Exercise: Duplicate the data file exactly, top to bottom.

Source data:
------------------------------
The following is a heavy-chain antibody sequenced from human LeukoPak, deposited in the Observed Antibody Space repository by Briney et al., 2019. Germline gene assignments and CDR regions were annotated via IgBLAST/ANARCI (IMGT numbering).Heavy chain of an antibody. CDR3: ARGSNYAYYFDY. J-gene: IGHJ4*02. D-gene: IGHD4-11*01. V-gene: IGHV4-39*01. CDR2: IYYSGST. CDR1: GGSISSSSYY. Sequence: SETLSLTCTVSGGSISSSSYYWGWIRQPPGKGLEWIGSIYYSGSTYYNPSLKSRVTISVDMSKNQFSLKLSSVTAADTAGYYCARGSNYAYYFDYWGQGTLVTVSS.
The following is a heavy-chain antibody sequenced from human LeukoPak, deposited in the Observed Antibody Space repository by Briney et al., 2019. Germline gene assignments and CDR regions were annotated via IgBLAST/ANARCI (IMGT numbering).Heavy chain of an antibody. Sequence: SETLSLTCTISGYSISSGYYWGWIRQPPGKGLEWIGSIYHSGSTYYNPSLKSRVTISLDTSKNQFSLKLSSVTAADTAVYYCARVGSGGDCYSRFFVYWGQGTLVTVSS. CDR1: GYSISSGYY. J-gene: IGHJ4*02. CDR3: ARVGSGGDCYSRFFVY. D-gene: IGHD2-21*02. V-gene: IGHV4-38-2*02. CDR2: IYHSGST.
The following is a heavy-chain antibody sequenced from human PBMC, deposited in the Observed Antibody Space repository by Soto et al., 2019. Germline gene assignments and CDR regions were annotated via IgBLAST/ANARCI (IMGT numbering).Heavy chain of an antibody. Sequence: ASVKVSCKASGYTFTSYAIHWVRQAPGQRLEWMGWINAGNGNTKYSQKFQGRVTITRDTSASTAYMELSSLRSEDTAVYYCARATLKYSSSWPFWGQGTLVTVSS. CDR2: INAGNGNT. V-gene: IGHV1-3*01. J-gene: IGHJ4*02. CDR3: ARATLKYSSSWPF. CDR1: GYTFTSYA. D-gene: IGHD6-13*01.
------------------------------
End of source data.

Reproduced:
The following is a heavy-chain antibody sequenced from human LeukoPak, deposited in the Observed Antibody Space repository by Briney et al., 2019. Germline gene assignments and CDR regions were annotated via IgBLAST/ANARCI (IMGT numbering).Heavy chain of an antibody. CDR3: ARGSNYAYYFDY. J-gene: IGHJ4*02. D-gene: IGHD4-11*01. V-gene: IGHV4-39*01. CDR2: IYYSGST. CDR1: GGSISSSSYY. Sequence: SETLSLTCTVSGGSISSSSYYWGWIRQPPGKGLEWIGSIYYSGSTYYNPSLKSRVTISVDMSKNQFSLKLSSVTAADTAGYYCARGSNYAYYFDYWGQGTLVTVSS.
The following is a heavy-chain antibody sequenced from human LeukoPak, deposited in the Observed Antibody Space repository by Briney et al., 2019. Germline gene assignments and CDR regions were annotated via IgBLAST/ANARCI (IMGT numbering).Heavy chain of an antibody. Sequence: SETLSLTCTISGYSISSGYYWGWIRQPPGKGLEWIGSIYHSGSTYYNPSLKSRVTISLDTSKNQFSLKLSSVTAADTAVYYCARVGSGGDCYSRFFVYWGQGTLVTVSS. CDR1: GYSISSGYY. J-gene: IGHJ4*02. CDR3: ARVGSGGDCYSRFFVY. D-gene: IGHD2-21*02. V-gene: IGHV4-38-2*02. CDR2: IYHSGST.
The following is a heavy-chain antibody sequenced from human PBMC, deposited in the Observed Antibody Space repository by Soto et al., 2019. Germline gene assignments and CDR regions were annotated via IgBLAST/ANARCI (IMGT numbering).Heavy chain of an antibody. Sequence: ASVKVSCKASGYTFTSYAIHWVRQAPGQRLEWMGWINAGNGNTKYSQKFQGRVTITRDTSASTAYMELSSLRSEDTAVYYCARATLKYSSSWPFWGQGTLVTVSS. CDR2: INAGNGNT. V-gene: IGHV1-3*01. J-gene: IGHJ4*02. CDR3: ARATLKYSSSWPF. CDR1: GYTFTSYA. D-gene: IGHD6-13*01.